Armed with the BYOD policy, other organizational documents (e.g., Password, Cloud Computing or Social Networking policies) could get into the specifics of training and auditing the policy for compliance, as well as the frequency for these.

Who is at fault for user violation of email protocols?

Ultimately progress and the competition to stay on top of it are at fault. The adoption of technology has far outpaced the ability of organizations to keep up with them, including the State Department or any others in the government or private sector. Consumers and customers demand the immediacy facilitated by technology, so people, processes and procedures take a back seat in favor of adoption. In the ideal scenario, before any organization rolls out or permits any new technology (e.g., Blackberries, email tools, social media, content management, etc.), the organization needs to vet its change management (i.e., a controlled roll-out that ensures proper user adoption and compliance), including its ability to audit and monitor compliance. In today’s fast-paced world, however, the audit and monitoring part of the process is constantly a work in progress. Those looking for “fault” should be looking to fault those who do not learn from their experiences. In those instances, those in charge of the roll out of the program are at fault for not paying attention to system failures.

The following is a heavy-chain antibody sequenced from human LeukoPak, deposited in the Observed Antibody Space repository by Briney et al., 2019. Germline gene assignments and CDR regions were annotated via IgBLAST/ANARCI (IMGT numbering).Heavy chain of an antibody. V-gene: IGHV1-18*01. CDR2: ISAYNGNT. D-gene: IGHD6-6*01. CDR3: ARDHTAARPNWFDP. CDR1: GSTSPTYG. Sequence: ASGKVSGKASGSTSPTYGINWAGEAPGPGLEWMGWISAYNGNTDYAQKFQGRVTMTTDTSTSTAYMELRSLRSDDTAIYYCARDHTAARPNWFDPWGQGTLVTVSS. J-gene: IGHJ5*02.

All that said, a corporate leader confronted with a systematic policy failure, coupled with high level (customer) demands to keep up with technology, faces a losing battle. The key is to strike a balance between controls and business needs. Few organizations have figured this out, so unfortunately for the State Department this could be a catalyst for more attention devoted to the change management and processes involved before the adoption of technology.

Are personal emails discoverable in court?

Yes. A few courts have already broached this issue. Discoverability depends on what side of the case you fall into. For instance, in Stengart v. Loving Care Agency Inc., Case No. A-3506-08T1 (NJ Sup. Ct, Appellate Div., June 26, 2009), the court ruled that the employee’s personal email communications with her attorney, through her work computer, were not discoverable because the employer she was suing allowed her some personal use of office computers for personal business. If the employer policy had forbidden personal use of office computers, the outcome could have been very different.

In another case, Lake v. Phoenix (Ariz. Ct. App., No. 07–415, 1/13/09), the court noted that courts in the state have distinguished between “public records” and all other records created as a result of government employees’ activities. The issue of public records is a close cousin of the discoverable records issue in litigation. In either scenario, the personal email of an employee is not necessarily discoverable or a public record. It all depends on the context of the communication and the jurisdiction where it occurred.